Otherwise it wouldn’t be reasonable to have it.

Or sentient.

In some belief systems.

Or sensational.

When there hasn’t been any for a while.

Sensitive?

I assume so.

Although what it is thinking or feeling when the sun dries it up, or the wind blows it away isn’t really in my thought system.

Perhaps sensorial?

Good thought.

I’ll work on that for a while.

So, since we now have rain with all five senses,

what about without?

H2O.

Past present and future.

And full of bits of everything that has gone before,

and will go on long after we are gone.

So what do I sense when contemplating rain?

Everything.

Everything I can, have ever, and will ever,

see, hear, touch, taste, smell.

The entire world.

In a raindrop.

A microcosm of creation.

And the creator.

The smell of wet hay on a summer morning when the sudden rain caught the farmer on his tractor, and you, waiting for a late-running bus, unprepared,

The sound of tennis shoes squelching down a rain soaked road and sploshing through deep puddles.

The taste of wetness on the tongue as you, in your joy at reliving your childhood, and the geese in the barnyard, in their genetic programming, raise your eyes together to heaven and open your mouths in unison to receive the falling rain.

The aqua-planing feel of your hand on your bare arm as you try to slide off the heavy sheet of raindrops,

The joy at seeing the staid raising their umbrellas, and those too wet to care laughing with you as you revel in the elements.

Can you walk between raindrops?

Within them?

Be part of them?

As they were,

And are,

And then move on?

Some day.

 

copyright Dunnasead.co 2015

 

Thanks to Hemsleyseditorial.wordpress.com for the prompt

 

 

And Gutenberg Lived Here: The Call of The Wild

One of the jokes told here about

and by,

Germans is that

  1. if you have two Germans, you get a club

(or a glee club)

and

2.that the trains run on time.

Now only partially true,

after the privatization of the whole train system,

often leading to sudden,

and non-planned,

mass strandage on a track somewhere in Wanne-Eichel-

the equivalent of the outer Hebrides.

What the Germans unfortunately didn’t mention in these jokes,

perhaps because it is so common,

and inbred,

they don’t recognize the power of this genetic trait,

is the call of the wild….

That basic drive built into all Germans,

and activated at that moment of birth when they

take their first breath,

and start moving their feet,

in tiny little hiking boots,

in tiny rhythmic steps.

Looking for a woods.

The call of the wild.

Business is conducted in the woods over here-

a twenty kilometer hike,

then a supper of pigs ears in aspic

with fried potatoes and remoulade sauce,

and far far far too much alcohol,

and you sign the IBM contract.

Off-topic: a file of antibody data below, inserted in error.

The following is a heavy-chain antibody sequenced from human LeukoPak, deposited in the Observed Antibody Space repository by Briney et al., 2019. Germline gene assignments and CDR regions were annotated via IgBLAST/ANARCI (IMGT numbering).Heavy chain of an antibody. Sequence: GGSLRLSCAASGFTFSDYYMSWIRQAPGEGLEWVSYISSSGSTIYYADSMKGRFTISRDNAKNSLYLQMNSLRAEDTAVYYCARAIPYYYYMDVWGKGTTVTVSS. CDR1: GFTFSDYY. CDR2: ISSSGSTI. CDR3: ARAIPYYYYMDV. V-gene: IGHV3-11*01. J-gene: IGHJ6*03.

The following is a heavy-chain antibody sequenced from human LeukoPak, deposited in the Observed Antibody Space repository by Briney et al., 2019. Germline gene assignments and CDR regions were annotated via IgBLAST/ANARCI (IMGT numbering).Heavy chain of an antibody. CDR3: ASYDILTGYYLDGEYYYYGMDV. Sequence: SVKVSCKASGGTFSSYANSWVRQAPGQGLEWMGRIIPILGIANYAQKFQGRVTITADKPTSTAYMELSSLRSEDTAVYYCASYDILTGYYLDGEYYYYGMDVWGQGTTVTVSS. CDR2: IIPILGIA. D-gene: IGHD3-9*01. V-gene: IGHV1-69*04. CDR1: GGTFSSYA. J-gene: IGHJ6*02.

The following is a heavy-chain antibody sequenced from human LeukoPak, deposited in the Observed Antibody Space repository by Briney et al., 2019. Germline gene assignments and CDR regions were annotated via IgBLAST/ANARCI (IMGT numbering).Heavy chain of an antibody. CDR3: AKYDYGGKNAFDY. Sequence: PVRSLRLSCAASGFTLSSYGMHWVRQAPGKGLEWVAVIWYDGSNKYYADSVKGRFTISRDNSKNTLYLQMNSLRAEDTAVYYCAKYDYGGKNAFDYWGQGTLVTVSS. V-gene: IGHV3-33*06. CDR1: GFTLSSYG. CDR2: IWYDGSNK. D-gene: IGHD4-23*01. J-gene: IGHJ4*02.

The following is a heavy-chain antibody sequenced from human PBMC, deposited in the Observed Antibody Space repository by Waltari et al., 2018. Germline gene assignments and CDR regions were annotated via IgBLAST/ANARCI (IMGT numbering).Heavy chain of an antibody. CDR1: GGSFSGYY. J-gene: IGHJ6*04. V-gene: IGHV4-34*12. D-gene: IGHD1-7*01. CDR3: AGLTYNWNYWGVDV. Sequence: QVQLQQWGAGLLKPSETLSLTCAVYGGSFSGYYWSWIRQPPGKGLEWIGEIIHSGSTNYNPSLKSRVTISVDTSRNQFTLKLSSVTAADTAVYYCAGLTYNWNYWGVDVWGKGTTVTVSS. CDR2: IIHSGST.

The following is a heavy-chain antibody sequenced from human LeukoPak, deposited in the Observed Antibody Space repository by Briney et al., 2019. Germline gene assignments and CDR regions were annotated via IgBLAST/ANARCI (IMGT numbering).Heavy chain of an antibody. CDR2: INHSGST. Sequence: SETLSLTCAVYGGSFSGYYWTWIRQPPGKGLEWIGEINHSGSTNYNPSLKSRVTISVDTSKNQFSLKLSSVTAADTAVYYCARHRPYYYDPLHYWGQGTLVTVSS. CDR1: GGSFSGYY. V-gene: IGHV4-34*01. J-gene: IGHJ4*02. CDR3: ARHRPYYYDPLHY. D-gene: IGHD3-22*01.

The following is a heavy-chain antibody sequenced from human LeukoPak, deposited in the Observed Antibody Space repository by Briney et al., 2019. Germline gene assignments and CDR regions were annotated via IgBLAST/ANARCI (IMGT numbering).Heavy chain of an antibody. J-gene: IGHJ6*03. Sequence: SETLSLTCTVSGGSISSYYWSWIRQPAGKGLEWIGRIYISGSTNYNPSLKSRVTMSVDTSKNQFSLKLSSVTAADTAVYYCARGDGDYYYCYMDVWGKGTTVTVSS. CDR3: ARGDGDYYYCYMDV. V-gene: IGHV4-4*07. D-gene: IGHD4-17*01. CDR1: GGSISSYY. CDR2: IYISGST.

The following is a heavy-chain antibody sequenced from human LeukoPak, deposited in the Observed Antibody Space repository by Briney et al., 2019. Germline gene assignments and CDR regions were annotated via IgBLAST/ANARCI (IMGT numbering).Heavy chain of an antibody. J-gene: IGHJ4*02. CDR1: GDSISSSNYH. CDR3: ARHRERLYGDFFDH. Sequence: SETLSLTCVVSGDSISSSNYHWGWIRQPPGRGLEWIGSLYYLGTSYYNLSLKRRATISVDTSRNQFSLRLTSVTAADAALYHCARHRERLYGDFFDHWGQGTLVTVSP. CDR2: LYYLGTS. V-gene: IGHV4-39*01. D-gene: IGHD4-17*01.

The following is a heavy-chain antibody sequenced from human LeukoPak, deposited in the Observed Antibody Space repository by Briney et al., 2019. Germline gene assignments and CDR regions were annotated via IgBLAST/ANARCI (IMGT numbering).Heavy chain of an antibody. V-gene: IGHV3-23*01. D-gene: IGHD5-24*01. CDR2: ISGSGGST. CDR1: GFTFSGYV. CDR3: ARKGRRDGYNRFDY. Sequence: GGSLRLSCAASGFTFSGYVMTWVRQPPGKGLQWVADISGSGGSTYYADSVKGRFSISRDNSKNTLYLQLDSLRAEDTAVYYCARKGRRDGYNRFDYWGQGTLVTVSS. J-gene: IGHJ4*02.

Poets, musicians, and scientists,

seek inspiration in the woods.

A quick twenty kilometers, and back home to the den to  write.

Then there are the radical green party members-

who consist, in principal, of almost all Germans.

(Try putting plastic in a General Garbage Bin,

or not recycling paint or chemicals at the paint truck pick-up point,

or small electronics at the recycle place,

or dump a mattress in the woods,

and the ecology police-

yes, seriously, there IS an ecology police-

will take fingerprints and fine you,

or put warnings on all the houses that use the common trash bin-

And that is just the beginning.

To hunt, you have to:

have a hunters license,

be part of a club, and

practice active forest repair and ecology on your days off.

To go fishing, you have to…

(After all the time and energy put into caring for those brook trout, no wonder they are smiling when they are caught.)

These people don’t just hug trees,

they invite them home to dinner.

Speaking of which,

the once per year class reunion of my husband’s gymnasium class is soon upon us.

Oh joy unbounded.

(a gymnasium is state (or sometimes private) schooling for 10-19 year-olds who are planning to go to university, and is divided into classical Greek and Latin, modern languages, and scientific tracks)

These formal occasions started out,

many years ago,

as the usual “so what are you doing now with your life?” bragging and drinking session.

Since this is a small town, though, after the first few years, it rapidly became “lets start out bragging, then, since not so much has happened in our lives, let’s  go bowling, get drunk, and take a long walk through the forest to get sober.”

And since I’m the one who, in addition to being the only female invited,

(apparently one of the guys wants to find out how to sell things to Americans)

is the only one sober,

guess who gets to

hold heads,

feed aspirin,

drive the car so they get home safe,

and find them pickled fish and potato salad for the next morning.

In addition to walking them,

elephant parade style,

through the woods till they sober up.

This year, though, I’ve gotten smart.